We're in a spin cycle. We bounce down the embankment, jarred with every impact, the officer shouting into the radio, until crashing down on the roof with a splash.

My brain is stunned. I hear myself panting for breath as I evaluate my surroundings. My neck is strained and aches. The ceiling is smashed into the cab, close to my eyes as I stare at it. The officers are silent. Looks like the younger officer is slumped toward the dashboard. The driver is leaning against the door. His head is against the window, which is cracked and bloody. Creek water is streaming past it.

I have to get out of here. I know the officer was shouting into the radio earlier, but I'm not sure how much he was able to communicate in the amount of time it took us to crash. I struggle against the belts strapping me down, but they are not the same as a regular seatbelt.

The window beside me smashes open, startling me out of my mind. A pair of arms reach into the cab and pull the rest of a man inside. He is close to my age with auburn hair and grit teeth as he drags himself close enough to reach toward me with a pocket knife and saw at the belts.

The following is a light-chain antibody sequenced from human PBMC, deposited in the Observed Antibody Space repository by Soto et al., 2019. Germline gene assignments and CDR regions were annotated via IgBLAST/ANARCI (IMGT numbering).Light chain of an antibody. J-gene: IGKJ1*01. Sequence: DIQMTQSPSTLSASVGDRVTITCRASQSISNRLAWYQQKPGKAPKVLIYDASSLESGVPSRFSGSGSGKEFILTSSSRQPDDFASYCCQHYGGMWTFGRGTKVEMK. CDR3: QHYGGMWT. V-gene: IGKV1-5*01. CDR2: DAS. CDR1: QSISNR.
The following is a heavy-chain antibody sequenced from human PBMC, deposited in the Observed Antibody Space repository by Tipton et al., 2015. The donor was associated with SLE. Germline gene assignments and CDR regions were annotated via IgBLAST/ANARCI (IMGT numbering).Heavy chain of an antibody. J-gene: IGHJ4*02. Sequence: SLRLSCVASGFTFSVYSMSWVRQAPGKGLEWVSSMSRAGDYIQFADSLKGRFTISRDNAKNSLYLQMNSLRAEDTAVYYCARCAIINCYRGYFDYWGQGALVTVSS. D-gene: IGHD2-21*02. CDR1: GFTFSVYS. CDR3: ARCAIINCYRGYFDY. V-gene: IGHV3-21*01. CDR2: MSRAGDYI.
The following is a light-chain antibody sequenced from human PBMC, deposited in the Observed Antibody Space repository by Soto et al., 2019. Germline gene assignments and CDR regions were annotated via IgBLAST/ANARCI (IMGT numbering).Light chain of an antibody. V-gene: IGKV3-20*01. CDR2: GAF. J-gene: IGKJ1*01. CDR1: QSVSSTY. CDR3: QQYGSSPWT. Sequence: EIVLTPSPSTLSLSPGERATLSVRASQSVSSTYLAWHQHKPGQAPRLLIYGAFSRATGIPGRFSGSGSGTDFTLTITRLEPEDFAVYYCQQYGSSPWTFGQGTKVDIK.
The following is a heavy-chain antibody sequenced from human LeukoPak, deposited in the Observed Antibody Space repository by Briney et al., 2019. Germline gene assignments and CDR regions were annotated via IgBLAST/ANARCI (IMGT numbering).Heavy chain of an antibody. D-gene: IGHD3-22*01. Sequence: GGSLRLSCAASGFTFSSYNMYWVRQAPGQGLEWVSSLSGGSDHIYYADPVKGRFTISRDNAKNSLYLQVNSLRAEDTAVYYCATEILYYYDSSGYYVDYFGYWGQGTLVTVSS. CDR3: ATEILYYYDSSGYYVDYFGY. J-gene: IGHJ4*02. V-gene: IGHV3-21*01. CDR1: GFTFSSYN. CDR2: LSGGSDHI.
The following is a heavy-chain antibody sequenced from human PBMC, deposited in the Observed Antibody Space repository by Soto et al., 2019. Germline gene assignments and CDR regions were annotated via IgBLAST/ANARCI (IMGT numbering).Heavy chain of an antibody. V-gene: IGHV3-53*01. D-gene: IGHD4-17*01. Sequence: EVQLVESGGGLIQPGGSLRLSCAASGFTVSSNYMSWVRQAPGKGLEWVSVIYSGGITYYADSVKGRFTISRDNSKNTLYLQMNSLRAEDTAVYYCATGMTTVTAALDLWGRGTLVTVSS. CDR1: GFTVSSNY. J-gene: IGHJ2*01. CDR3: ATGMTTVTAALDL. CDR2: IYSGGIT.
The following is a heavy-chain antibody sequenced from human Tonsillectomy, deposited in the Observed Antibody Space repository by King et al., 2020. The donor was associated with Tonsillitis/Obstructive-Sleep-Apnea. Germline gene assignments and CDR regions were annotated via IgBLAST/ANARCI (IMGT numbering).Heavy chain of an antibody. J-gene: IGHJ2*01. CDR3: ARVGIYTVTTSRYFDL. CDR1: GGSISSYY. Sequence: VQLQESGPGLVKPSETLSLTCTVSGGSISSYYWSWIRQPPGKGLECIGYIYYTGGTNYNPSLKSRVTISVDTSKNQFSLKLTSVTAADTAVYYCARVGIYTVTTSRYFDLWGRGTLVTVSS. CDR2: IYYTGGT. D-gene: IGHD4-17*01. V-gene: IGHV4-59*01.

I am not sure what the Russian letters of that word look like, but that it what it sounded like. The young man stretched the belt tight with one hand and sawed it with the knife in the other. As he sawed through the last fibers, the belt suddenly released. I crumpled to the ceiling on my neck in a heap. He grabbed my arm and backed out of the window in a rush, dragging me with him so fast that it was impossible to crawl and keep up.

"We have to get the officers out!" I shout as I splash into the creek on my hands and knees. The water is cold and soaks my jeans. I knew this was in vain, but I did not expect the man to clamp a hand around my mouth.

"Shut up!" he hisses. "Get up and come with me in silence, or you die."

He hauls me up by the elbow and splashed downstream. I hear sirens in the distance coming closer and closer. Good, those officers will get help. I am rushed down the stream until the trees lean over the water. There, I am snatched by someone else and wrenched into the brush.

"Keep quiet," the second man hisses in my ear. A flashlight clicks on, and I see the sand at our feet.

Then we're on the move again. He shoves me out and we splash downstream until we come to a hill with shoe prints. A rough trail. The second man, who is bearded, clamors up the hill first. I come behind, struggling to balance with my hands behind my back. My original abductor comes in third.

We come upon the road where we veered off. There are the tire marks. Close by are spike strips. This was an ambush. Now I know they came for me.

I can hear the other officers arrive on scene, but by now, we have rounded a bend so that we cannot be seen. On the side of the road is a tan car designed to look like a vintage Oldsmobile. The original abductor heaves open the trunk, and the bearded man wrestles me toward it. I elbow at him a couple times, but I'm not much use with cuffs. He essentially picks me up under one leg so that I'm sideways, drops me in, and slams the trunk.